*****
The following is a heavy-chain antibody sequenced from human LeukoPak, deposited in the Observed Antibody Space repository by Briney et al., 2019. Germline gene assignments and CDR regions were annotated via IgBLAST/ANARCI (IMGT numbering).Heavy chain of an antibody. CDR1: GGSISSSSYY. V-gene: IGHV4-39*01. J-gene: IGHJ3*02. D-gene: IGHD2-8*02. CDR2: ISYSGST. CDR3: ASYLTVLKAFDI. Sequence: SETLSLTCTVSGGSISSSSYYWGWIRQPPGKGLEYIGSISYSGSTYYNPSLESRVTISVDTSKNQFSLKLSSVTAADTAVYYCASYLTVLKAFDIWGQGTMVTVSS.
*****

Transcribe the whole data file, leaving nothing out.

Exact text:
The following is a heavy-chain antibody sequenced from human LeukoPak, deposited in the Observed Antibody Space repository by Briney et al., 2019. Germline gene assignments and CDR regions were annotated via IgBLAST/ANARCI (IMGT numbering).Heavy chain of an antibody. CDR1: GGSISSSSYY. V-gene: IGHV4-39*01. J-gene: IGHJ3*02. D-gene: IGHD2-8*02. CDR2: ISYSGST. CDR3: ASYLTVLKAFDI. Sequence: SETLSLTCTVSGGSISSSSYYWGWIRQPPGKGLEYIGSISYSGSTYYNPSLESRVTISVDTSKNQFSLKLSSVTAADTAVYYCASYLTVLKAFDIWGQGTMVTVSS.